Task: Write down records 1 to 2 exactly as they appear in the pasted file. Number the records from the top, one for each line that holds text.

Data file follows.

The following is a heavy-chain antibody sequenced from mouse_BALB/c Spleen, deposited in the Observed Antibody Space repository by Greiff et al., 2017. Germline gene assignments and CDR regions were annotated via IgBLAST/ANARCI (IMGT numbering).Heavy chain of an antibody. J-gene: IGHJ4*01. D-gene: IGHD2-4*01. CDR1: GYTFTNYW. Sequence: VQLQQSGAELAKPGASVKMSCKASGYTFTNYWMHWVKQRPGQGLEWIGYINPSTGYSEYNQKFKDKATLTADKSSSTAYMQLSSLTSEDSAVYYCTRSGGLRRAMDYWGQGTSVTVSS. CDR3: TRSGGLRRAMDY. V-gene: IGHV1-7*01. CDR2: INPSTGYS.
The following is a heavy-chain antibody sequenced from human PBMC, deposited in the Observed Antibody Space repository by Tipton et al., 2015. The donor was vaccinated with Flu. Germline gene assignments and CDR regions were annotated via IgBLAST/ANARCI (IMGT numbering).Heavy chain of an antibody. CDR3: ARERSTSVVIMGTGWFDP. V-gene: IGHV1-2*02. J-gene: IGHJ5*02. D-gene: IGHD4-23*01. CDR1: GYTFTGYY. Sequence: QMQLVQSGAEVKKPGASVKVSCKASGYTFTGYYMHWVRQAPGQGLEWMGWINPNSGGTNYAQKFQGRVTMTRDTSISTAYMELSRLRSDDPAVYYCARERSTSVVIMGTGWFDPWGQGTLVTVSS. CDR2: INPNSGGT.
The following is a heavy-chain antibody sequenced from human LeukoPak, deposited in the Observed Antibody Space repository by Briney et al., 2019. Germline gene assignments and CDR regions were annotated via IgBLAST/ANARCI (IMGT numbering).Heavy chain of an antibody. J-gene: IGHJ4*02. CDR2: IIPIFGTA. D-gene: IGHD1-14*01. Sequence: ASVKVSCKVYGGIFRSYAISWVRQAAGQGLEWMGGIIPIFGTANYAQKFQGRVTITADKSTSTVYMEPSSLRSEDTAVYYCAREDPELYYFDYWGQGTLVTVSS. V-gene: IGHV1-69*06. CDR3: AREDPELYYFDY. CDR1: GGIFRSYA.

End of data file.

The following is a heavy-chain antibody sequenced from mouse_BALB/c Spleen, deposited in the Observed Antibody Space repository by Greiff et al., 2017. Germline gene assignments and CDR regions were annotated via IgBLAST/ANARCI (IMGT numbering).Heavy chain of an antibody. J-gene: IGHJ4*01. D-gene: IGHD2-4*01. CDR1: GYTFTNYW. Sequence: VQLQQSGAELAKPGASVKMSCKASGYTFTNYWMHWVKQRPGQGLEWIGYINPSTGYSEYNQKFKDKATLTADKSSSTAYMQLSSLTSEDSAVYYCTRSGGLRRAMDYWGQGTSVTVSS. CDR3: TRSGGLRRAMDY. V-gene: IGHV1-7*01. CDR2: INPSTGYS.
The following is a heavy-chain antibody sequenced from human PBMC, deposited in the Observed Antibody Space repository by Tipton et al., 2015. The donor was vaccinated with Flu. Germline gene assignments and CDR regions were annotated via IgBLAST/ANARCI (IMGT numbering).Heavy chain of an antibody. CDR3: ARERSTSVVIMGTGWFDP. V-gene: IGHV1-2*02. J-gene: IGHJ5*02. D-gene: IGHD4-23*01. CDR1: GYTFTGYY. Sequence: QMQLVQSGAEVKKPGASVKVSCKASGYTFTGYYMHWVRQAPGQGLEWMGWINPNSGGTNYAQKFQGRVTMTRDTSISTAYMELSRLRSDDPAVYYCARERSTSVVIMGTGWFDPWGQGTLVTVSS. CDR2: INPNSGGT.